Individual differences in anterior cingulate/paracingulate morphology are related to executive functions in healthy males

Cereb Cortex. 2004 Apr;14(4):424-31. doi: 10.1093/cercor/bhh004.


The neuropsychological correlates of inter-individual variations in cortical folding are poorly understood. Anterior cingulate (AC) cortex is one region characterized by considerable variability, particularly with respect to the paracingulate sulcus (PCS), which is present in only 30-60% of individuals and more commonly found in the left cerebral hemisphere. To investigate whether inter-individual differences in this PCS asymmetry are related to cognitive performance, we classified 30 healthy right-handed males as displaying either a leftward, rightward or symmetric pattern of folding based on the incidence and extent of the PCS in each hemisphere, and compared their performance on tasks engaging executive cognitive processes associated with frontal lobe function. We found that the more common leftward PCS asymmetry was associated with better performance across verbal and non-verbal executive tasks, but that PCS variability had no effect on tasks less dependent on executive functions. These results suggest that the leftward pattern of folding is associated with a non-specific performance advantage on cognitively demanding executive function tasks, possibly due to differences in functional interactions between AC/paracingulate cortex and connected frontal regions. It therefore appears that normal variations in brain morphology are associated with individual differences in cognitive abilities.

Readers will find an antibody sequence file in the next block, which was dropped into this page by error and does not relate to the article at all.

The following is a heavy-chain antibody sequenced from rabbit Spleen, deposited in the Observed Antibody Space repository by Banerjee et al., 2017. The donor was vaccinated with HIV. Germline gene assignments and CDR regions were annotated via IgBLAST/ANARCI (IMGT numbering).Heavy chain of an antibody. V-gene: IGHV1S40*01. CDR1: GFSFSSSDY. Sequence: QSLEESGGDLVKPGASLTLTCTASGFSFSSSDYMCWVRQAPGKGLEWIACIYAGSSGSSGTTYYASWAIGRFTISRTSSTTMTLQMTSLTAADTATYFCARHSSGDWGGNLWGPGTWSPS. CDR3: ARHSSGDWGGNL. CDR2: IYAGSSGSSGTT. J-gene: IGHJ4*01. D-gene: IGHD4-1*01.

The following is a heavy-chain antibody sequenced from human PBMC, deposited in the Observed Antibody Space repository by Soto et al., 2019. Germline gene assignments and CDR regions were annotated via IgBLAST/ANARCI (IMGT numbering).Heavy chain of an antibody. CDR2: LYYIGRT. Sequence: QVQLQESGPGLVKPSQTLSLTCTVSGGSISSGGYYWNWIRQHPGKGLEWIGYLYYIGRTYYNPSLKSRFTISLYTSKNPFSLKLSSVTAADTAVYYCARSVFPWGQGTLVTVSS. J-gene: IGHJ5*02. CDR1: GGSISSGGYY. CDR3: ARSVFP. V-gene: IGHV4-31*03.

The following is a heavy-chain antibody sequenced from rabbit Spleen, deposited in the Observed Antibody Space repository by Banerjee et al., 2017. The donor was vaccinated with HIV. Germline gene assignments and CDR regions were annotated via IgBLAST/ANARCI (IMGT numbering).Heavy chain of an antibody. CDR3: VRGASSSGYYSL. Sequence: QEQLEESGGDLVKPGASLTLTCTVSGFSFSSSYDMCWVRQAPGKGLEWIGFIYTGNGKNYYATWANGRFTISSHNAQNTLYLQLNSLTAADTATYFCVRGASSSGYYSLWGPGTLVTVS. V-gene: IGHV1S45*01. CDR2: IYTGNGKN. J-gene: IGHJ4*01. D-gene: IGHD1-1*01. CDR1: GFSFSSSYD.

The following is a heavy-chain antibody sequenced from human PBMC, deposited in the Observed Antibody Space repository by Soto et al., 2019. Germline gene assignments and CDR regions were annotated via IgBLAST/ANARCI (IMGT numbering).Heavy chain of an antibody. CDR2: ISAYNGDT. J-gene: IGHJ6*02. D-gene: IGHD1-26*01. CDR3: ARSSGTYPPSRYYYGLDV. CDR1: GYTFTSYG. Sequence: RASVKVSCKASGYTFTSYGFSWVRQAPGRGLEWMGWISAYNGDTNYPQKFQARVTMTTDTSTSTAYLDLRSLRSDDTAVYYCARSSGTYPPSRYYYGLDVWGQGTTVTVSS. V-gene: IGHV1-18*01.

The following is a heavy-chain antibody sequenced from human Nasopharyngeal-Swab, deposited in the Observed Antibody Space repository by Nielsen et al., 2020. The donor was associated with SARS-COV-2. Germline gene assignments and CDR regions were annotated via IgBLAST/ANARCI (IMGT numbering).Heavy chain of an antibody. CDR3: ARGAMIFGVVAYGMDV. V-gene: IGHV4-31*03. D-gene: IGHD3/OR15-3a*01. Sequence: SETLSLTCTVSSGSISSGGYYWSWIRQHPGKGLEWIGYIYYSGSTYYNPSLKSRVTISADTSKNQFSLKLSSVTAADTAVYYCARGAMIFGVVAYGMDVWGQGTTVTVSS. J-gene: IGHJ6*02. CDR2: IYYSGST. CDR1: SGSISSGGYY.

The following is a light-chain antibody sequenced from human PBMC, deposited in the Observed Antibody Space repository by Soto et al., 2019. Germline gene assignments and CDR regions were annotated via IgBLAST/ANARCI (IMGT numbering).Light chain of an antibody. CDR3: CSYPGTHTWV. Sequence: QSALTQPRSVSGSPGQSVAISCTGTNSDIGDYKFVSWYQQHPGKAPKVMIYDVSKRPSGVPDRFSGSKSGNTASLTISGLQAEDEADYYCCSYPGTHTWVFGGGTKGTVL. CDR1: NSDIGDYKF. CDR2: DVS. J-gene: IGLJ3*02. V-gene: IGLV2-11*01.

Publication types

  • Clinical Trial
  • Research Support, Non-U.S. Gov't

MeSH terms

  • Adult
  • Cognition / physiology
  • Functional Laterality / physiology
  • Gyrus Cinguli / anatomy & histology*
  • Gyrus Cinguli / physiology*
  • Humans
  • Individuality
  • Intelligence Tests
  • Male
  • Memory, Short-Term / physiology
  • Neuropsychological Tests
  • Psychomotor Performance / physiology*
  • Reading
  • Space Perception / physiology
  • Verbal Behavior
  • Verbal Learning